Two UConn faculty members recognized for exceptional distinction in scholarship, teaching, and service have been designated as Board of Trustees Distinguished Professors, the University’s highest honor for educators.
In addition to joining a select group of UConn educators, Mark A. Boyer and Linda S. Pescatello have something else in common: They credit their success to the pure joy of learning about new topics, sharing the insights with students and fellow researchers, and working at a university that encourages scholarly curiosity and exploration.
Boyer and Pescatello are professors in the departments of political science and kinesiology respectively, and have long histories of producing intriguing research, engaging students with new challenges and ideas, and working closely with other faculty on interdisciplinary projects.
UConn’s Board of Trustees voted unanimously and enthusiastically at its meeting in April to designate Boyer and Pescatello as “Board of Trustees Distinguished Professors,” a title that only 49 other faculty members have been granted in the 15 years since it was established.
Pescatello, who holds three degrees from UConn and has taught at the University since 1998, is an internationally recognized leading scholar on blood pressure response to exercise among people with hypertension. Pescatello, a lifelong athlete, also is studying the influence of exercise on cancer survivors, and is in the early stages of new research on the use of yoga to help manage stress and reduce substance use among college veterans and among methadone users.
“I’m so fortunate because I’m getting paid to study things that are intrinsically interesting to me anyway,” says Pescatello ’77 (CLAS), ’81 MS (ED), ’86 Ph.D. (ED), “but having the opportunity to always be challenged by new ideas and new approaches also keeps me going and excited about my work.”
Boyer, who came to UConn fresh from graduate school in 1988 and is now the department head in political science, says the ability to pursue various interests and team up with researchers in other disciplines has also helped shape his career. His specialty areas include public goods theory, negotiation and bargaining, and the politics of the environment – specifically climate change.
“Because we’re one of the most environmentally conscious campuses in the world, there are a lot of opportunities for really interesting educational lessons all around us,” Boyer says. “One of my touchstones in the classroom is active engagement – it’s important to get students engaged in ways that make this real rather than just listening to me talk for an hour and a half or so.”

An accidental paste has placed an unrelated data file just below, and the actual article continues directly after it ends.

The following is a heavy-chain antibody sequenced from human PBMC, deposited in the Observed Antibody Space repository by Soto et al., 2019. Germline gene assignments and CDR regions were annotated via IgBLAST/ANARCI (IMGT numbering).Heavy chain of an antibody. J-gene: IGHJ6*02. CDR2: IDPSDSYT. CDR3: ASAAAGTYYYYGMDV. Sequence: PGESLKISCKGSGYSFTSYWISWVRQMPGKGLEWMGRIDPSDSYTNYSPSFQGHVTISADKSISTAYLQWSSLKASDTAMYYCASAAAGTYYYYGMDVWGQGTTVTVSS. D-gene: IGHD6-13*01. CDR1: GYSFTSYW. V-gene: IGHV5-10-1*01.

Boyer and Pescatello both emphasize the value of collaborating with students, professors in other disciplines, and other researchers as a key part of their own successes in and out of the classroom.
Pescatello holds joint appointments in UConn’s departments of allied health sciences, nutritional sciences, physiology and neurobiology, and community medicine and health care. She also is a senior research specialist in the Metabolic Services Division at the Hospital for Central Connecticut, and has consultant privileges in the Division of Cardiology at Hartford Hospital.
She has published more than 125 scientific papers and reviews, three books, numerous book chapters, has won hundreds of thousands of dollars’ worth of external research grants, and has advised and mentored dozens of students who’ve gone on to publish in her field’s top journals.
“Mentoring and guiding these young people and helping them develop their careers is particularly rewarding,” says Pescatello, who has spent about 30 years of her adult life at UConn between her own time as a student and her career as a professor.
Boyer, who describes himself as “a recipient of a lot of good fortune and support along the way professionally,” is also a Scholar-in-Residence at UConn’s Center for Environmental Science and an affiliated faculty member with the School of Engineering’s Environmental Engineering Program.
He holds a bachelor’s degree in political science from Wittenberg University, and received his master’s and doctorate degrees from the University of Maryland, where he says his graduate mentors were superlative and set him on a path toward today’s successes.
One of his largest, long-term research projects is the GlobalEd Project with Scott W. Brown, a professor of educational psychology in the Neag School of Education. Started in 1992, GlobalEd conducts Internet-based international studies simulations for secondary school students, and has received more than $5 million in peer-reviewed grant support in the past 15 years.
Boyer says that while he is pleased that the collaboration has helped bring in so much research money, he is particularly happy and humbled by the Distinguished Professor designation because it recognizes teaching and service as well as research.
“I’ve tried very hard throughout my career to integrate teaching, research, and service,” he says, “and it’s very gratifying that that’s been recognized.”